[Techtalk] New to the list...new to linux
thesunlover2 at hotmail.com
Mon Oct 1 06:30:56 EST 2001
Have you heard of CBT - Computer Base Tutor (training)? If you do, do you
I have some CBTs for Unix, Linux, Solaris, HP-UX, etc. If anyone is
interested in them, contact me. I will probably ask you to find some
Checkpoint Firewall 1 training materials for me as trade.
I am sorry about the commerial...
>From: "Rachel Herold" <rherold at earthlink.net>
>To: <techtalk at linuxchix.org>
>Subject: Re: [Techtalk] New to the list...new to linux
>Date: Sun, 30 Sep 2001 11:10:33 -0700
>I thught I would jump in here and give my opininos on the questions asked
>below. Yes, if there was a simple guide available it would be cool, but
>to design it...
>My thoughts embedded below.
>..another brand new unix user
>----- Original Message -----
>From: "Magni Onsoien" <magnio+lc-techtalk at pvv.ntnu.no>
> > So, a challenge to you: how should materials be presented to YOU in
> > order for you to understand it, besides being told exactly what to do?
>I think tactile learning works best for quite a few people. installing
>taught me quite a bit. I also found an on-line sysadmin "teaching" site
>that though I dind't understand it when I read it thru the first couple
>times it was much clearer when I started the install and messing around
>setting it up.
>MY first article would be to list, if there are such differences, versions
>of unix/linux with good install programs (SuSe has YaST that is very newbie
>friendly) and some lists of online sysadmin (teaching) sites. I've been
>using http://www.uwsg.indiana.edu/usail/ as it has a decent basic theory
>section and the more involved sysadmin section.
>I still believe in tactile learning and would love to get on the system and
>poke around but if I am a brand new user I don't know the basic commands.
>How do I list my files? How do I find the man pages? Basic user commands
>are very difficult (or were for me) to find on the net. I would love a
>that lists maybe 10 of the most basic commands. ls, cd, man, with the most
>basic, say maybe 2 or 3, attributes. So, -l with ls, and isn't there a
>command something like "more" that you can use with ls to present one page
>of files at a time? stuff like that so a new user can start exploring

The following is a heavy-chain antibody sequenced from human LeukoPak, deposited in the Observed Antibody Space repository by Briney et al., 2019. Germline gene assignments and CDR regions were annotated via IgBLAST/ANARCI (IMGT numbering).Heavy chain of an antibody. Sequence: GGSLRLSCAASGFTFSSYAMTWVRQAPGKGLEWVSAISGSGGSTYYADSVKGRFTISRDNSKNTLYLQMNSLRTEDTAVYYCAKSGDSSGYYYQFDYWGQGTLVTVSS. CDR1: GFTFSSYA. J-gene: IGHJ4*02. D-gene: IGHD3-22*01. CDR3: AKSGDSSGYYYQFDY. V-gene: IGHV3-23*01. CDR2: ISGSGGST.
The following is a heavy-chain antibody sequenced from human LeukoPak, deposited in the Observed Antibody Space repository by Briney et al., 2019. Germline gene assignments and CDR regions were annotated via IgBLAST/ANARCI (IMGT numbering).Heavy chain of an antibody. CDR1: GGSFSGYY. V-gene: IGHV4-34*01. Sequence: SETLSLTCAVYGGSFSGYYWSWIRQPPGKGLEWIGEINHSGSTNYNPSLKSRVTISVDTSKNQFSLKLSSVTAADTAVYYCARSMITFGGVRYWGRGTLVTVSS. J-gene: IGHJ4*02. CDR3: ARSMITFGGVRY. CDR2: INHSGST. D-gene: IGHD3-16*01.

>(note: I installed SuSe by myself, found my files, found my man pages for
>"ls" but they were all in german! ack! talking with other people this is
>apparently common because SuSe is a german version of linux and there is a
>command to change the option there, yes, the OS was installed in English,
>it's just the man pages that are in german. So if there are wierd things
>like that that are potentially fatal to the learning process it might be
>nice to put in a note about how/where to find the solution for that)
>Once I've got a handle on the system, or feel that I do, then I am ready to
>start reading books and finding more. Since I then feel that I have
>something to build on. This is where I'd love to see a list of books with
>maybe a short line of who there intended audience is. I assume that some
>books are targeted towards window's sysadmins while others may be targeted
>to grandma pearl who's never had a computer in her life, while others,
>probably most, may be targeted to your general windows or mac accomplished
>That is where I would go to learn how to copy 3 files instead of just two
> > Then the challenge: how should materials be presented? What's wrong with
> > today's presentation? Is it too complicated, even when explaining the
> > most simple things, is the progression to big, isn't there any
> > progression at all? Where do you look for files, are you afraid of doing
> > something wrong, to break something, where do you look for
> > what is the logical way for you to do things?
>see above for my preferred order of materials. as to how, I like the
>personality of the author to show thru, but that is not always possible I
>Complicated.. if you're used to point and click then the command line with
>36 letters and symbols can be intimidating. How about writing out a
>line then taking each individual piece and very shortly explaining that
>piece, with a note to see pg. whatever for further info or a note to look
>"ls in the man pages for further info" or some such if needed.
>This not only teaches a new user what the basics are but also teaches them,
>possibly unawares, where to go for more knowledge so when they have further
>questions they will have an idea of where to find the info.
>files- for me, it's more a matter of "what do I do with it?" I would love
>to get my modem set up but to do so I have to figure out if my modem is
>supported. There are not any driver files up on my modem's support site.
>Does linux need certain drivers like windows does? I don't know, I haven't
>found that information yet anywhere. Once my modem is set up I'd like to
>web-browsing so I could do my study on the system I'm studying, instead of
>having to boot into windows and doing my studying there. So no, it's not
>really that I'm afraid to use it, it's that there are parts that I haven't
>figured out how to do yet so have difficulty using it like I'd like to.
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